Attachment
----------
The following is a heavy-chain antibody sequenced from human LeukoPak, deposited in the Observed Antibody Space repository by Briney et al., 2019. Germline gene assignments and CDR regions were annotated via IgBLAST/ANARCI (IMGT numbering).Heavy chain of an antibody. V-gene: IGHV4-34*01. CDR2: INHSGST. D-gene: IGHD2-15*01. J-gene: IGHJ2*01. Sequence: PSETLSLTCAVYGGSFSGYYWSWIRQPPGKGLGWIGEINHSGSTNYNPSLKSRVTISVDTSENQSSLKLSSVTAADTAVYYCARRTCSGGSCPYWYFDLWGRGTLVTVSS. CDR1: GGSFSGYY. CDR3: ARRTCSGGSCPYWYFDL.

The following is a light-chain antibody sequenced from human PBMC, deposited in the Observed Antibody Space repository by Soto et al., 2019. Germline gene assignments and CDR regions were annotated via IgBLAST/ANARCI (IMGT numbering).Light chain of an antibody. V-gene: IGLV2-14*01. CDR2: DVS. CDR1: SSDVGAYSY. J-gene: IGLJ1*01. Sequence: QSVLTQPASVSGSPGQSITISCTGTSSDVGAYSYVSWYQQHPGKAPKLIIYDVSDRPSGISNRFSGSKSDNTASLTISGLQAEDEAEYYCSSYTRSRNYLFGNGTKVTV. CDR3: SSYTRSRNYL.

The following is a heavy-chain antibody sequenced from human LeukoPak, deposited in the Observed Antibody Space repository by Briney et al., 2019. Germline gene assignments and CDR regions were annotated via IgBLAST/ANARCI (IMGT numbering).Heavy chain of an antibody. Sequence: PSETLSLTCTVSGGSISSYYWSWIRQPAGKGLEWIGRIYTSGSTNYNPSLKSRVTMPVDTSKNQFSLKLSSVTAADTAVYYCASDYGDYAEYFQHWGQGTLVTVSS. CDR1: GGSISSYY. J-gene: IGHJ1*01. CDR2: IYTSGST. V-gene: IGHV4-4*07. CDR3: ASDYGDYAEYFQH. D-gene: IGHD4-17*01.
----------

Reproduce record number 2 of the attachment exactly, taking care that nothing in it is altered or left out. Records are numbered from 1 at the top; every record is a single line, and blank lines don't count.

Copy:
The following is a light-chain antibody sequenced from human PBMC, deposited in the Observed Antibody Space repository by Soto et al., 2019. Germline gene assignments and CDR regions were annotated via IgBLAST/ANARCI (IMGT numbering).Light chain of an antibody. V-gene: IGLV2-14*01. CDR2: DVS. CDR1: SSDVGAYSY. J-gene: IGLJ1*01. Sequence: QSVLTQPASVSGSPGQSITISCTGTSSDVGAYSYVSWYQQHPGKAPKLIIYDVSDRPSGISNRFSGSKSDNTASLTISGLQAEDEAEYYCSSYTRSRNYLFGNGTKVTV. CDR3: SSYTRSRNYL.